The European Central Bank plans to limit the amount of data it carries over from its asset review into a subsequent stress test as it tries to manage the burden from an unprecedented health check of euro-area lenders.
Instead of entering all loan values obtained in the Asset Quality Review that ends this month into its stress test, officials will apply a “materiality threshold” to ensure only significant results are incorporated, according to a draft ECB document seen by Bloomberg News. Regulators have yet to sign off on the methodology, including a definition for that term.
“This solution makes sense,” said Fabrizio Bernardi, a Milan-based analyst at Fidentiis Equities. “Every bank has its own area of risks, so a full translation from the AQR to stress tests would be meaningless -- disclosure should be given only on significant risk assets.”
ECB officials have vaunted the credibility of the stress test that it is conducting with the European Banking Authority compared with previous exercises, citing the use of scrubbed data from 160,000 credit files to enhance its reliability. The document, scheduled for publication on July 17, shows the degree of pragmatism the ECB is applying as it tries to square a desire for methodological rigor with a schedule to start supervising around 120 banks in November.
The ECB said in an e-mailed statement that the “materiality threshold” would not apply to AQR findings that are directly related to a bank’s capital position. This would, for example, mean that all under-provisioned non-performing loans detected in the AQR are carried over.
The stress test pits bank balance sheets against a range of negative, hypothetical economic events to gauge their robustness, and are designed to help the ECB take over supervision with a clear picture of the banking system’s health.
The ECB’s supervisory board is due to meet next week to sign off on the methodology for joining up the AQR and the stress test, the two parts of its so-called Comprehensive Assessment. Banks, which have submitted templates on how they assume the negative scenarios will affect balance sheets, will be required to adjust their numbers after a review by the ECB.
“The quality assurance process of the bottom-up stress-test results of the banks has started and will continue until early September,” the document shows. “Thereafter, the AQR findings and the stress-test results will be joined up, and only then meaningful results of the comprehensive assessment can be determined.”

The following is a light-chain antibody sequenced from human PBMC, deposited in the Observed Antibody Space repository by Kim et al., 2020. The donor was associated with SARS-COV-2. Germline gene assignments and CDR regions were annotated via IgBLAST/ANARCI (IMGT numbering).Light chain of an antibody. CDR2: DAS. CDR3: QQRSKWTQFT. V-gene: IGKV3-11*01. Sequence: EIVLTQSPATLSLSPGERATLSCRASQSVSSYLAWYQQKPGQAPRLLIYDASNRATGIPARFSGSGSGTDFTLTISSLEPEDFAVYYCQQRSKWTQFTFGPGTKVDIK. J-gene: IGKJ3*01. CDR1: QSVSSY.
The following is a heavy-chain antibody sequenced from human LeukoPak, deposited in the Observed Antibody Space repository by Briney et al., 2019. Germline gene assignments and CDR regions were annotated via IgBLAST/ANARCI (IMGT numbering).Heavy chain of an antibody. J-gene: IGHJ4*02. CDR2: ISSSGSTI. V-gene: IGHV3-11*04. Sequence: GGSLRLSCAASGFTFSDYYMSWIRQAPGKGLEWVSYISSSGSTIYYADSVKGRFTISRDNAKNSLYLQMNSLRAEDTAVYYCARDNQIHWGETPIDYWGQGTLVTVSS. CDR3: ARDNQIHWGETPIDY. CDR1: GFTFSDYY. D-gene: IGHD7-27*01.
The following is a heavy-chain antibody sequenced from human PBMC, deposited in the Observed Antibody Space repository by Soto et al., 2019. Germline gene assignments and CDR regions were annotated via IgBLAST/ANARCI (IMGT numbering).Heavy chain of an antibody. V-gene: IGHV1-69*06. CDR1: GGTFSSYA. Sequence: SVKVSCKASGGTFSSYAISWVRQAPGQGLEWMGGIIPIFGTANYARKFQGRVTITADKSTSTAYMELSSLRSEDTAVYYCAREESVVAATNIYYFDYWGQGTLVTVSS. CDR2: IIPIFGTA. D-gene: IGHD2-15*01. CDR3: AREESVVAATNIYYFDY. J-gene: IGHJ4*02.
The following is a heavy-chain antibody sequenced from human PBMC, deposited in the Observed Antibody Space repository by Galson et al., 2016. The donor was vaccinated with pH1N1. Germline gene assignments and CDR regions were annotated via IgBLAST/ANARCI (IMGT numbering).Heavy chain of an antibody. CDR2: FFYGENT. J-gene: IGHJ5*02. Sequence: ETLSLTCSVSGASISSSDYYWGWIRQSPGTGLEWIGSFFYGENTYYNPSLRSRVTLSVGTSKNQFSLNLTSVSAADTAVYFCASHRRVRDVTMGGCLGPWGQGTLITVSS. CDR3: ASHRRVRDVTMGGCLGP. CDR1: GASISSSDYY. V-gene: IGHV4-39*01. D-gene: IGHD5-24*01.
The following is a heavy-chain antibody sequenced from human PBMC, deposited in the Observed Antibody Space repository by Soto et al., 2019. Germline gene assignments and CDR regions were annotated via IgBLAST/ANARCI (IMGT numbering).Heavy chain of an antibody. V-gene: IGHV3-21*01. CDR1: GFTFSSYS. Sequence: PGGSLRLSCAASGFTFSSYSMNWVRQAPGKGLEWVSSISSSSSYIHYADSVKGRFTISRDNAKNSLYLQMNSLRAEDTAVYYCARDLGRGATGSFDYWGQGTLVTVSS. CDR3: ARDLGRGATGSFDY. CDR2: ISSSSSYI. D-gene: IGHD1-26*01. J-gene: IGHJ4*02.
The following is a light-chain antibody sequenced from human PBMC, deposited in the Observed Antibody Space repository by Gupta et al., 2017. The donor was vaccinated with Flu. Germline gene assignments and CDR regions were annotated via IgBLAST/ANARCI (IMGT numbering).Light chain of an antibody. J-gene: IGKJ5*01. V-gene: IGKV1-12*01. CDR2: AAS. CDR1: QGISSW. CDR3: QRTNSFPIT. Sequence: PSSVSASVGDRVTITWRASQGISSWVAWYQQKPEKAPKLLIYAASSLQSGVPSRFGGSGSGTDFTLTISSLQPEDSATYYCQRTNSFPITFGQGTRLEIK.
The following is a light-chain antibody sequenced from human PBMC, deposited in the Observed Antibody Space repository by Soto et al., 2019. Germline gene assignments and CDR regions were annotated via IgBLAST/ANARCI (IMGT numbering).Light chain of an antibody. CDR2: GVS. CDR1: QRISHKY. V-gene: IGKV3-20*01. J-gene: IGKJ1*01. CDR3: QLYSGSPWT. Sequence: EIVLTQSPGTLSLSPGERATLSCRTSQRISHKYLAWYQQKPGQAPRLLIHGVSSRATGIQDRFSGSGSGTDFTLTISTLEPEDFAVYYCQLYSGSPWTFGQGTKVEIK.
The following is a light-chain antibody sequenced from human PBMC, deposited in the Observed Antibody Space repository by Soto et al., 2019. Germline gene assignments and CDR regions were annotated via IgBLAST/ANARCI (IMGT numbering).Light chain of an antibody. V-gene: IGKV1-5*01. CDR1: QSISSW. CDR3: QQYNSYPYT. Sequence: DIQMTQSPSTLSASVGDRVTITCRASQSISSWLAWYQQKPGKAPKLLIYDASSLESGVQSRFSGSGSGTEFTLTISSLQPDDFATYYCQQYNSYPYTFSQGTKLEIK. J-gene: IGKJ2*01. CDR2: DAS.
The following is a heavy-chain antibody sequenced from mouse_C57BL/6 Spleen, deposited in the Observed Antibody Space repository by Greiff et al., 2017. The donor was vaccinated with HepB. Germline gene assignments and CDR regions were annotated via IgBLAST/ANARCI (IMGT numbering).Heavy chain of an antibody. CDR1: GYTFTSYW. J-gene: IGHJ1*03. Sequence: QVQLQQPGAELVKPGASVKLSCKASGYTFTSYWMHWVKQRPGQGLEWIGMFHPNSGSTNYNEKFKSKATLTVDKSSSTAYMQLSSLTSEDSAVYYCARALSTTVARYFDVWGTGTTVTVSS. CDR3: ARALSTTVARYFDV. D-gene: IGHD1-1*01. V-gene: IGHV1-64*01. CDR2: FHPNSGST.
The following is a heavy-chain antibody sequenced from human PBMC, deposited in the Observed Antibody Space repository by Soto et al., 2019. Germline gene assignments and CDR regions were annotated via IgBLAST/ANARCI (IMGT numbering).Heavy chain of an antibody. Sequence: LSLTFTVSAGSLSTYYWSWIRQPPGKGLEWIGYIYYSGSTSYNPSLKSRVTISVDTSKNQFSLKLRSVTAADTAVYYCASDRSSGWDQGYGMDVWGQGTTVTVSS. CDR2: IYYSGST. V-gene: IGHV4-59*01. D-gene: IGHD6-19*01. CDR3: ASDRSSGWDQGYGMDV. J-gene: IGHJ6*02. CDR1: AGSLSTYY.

Lenders across the euro area’s 18 countries are taking part in the exercise, which started last November. By late October, the ECB will release results that show a detailed picture of bank capital levels and provisioning, as well as a level of harmonized data on non-performing loans that has never before been available.
To give time for the market to digest the information before the ECB takes over supervision on Nov. 4, officials have penciled in a date of Friday, Oct. 17, to disclose the outcome of the Comprehensive Assessment publicly, Bloomberg News reported on July 8. That date could still change.
The ECB aims to minimize the risk of results leaking early and causing market turmoil, warning banks from disclosing any findings resulting from the interaction between auditors and lenders, according to the document.
To avoid a “disorderly publication of the outcome of the comprehensive assessment,” results will be given “very close to the public disclosure in order not to create disclosure obligations under the securities market regulation,” the document shows.
Banks will be informed of the AQR results in August only in case they have “a very severe capital impact,” to take corrective measures. When the final results will be disclosed banks will have two weeks to submit capital plans including corrective measures. The document showed that lenders will receive a detailed timetable for releasing results as well as dates for discussion of preliminary findings before publication.